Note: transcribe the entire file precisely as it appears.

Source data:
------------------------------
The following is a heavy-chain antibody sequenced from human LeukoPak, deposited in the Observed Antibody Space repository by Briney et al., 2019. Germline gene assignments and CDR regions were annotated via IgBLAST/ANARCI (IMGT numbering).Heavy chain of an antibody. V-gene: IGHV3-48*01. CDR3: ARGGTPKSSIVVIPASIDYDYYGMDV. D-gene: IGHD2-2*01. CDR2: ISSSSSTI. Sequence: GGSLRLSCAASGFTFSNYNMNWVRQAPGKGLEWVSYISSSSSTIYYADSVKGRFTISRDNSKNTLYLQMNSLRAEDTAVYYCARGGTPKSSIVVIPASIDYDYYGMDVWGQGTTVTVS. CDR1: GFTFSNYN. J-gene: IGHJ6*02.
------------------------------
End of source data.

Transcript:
The following is a heavy-chain antibody sequenced from human LeukoPak, deposited in the Observed Antibody Space repository by Briney et al., 2019. Germline gene assignments and CDR regions were annotated via IgBLAST/ANARCI (IMGT numbering).Heavy chain of an antibody. V-gene: IGHV3-48*01. CDR3: ARGGTPKSSIVVIPASIDYDYYGMDV. D-gene: IGHD2-2*01. CDR2: ISSSSSTI. Sequence: GGSLRLSCAASGFTFSNYNMNWVRQAPGKGLEWVSYISSSSSTIYYADSVKGRFTISRDNSKNTLYLQMNSLRAEDTAVYYCARGGTPKSSIVVIPASIDYDYYGMDVWGQGTTVTVS. CDR1: GFTFSNYN. J-gene: IGHJ6*02.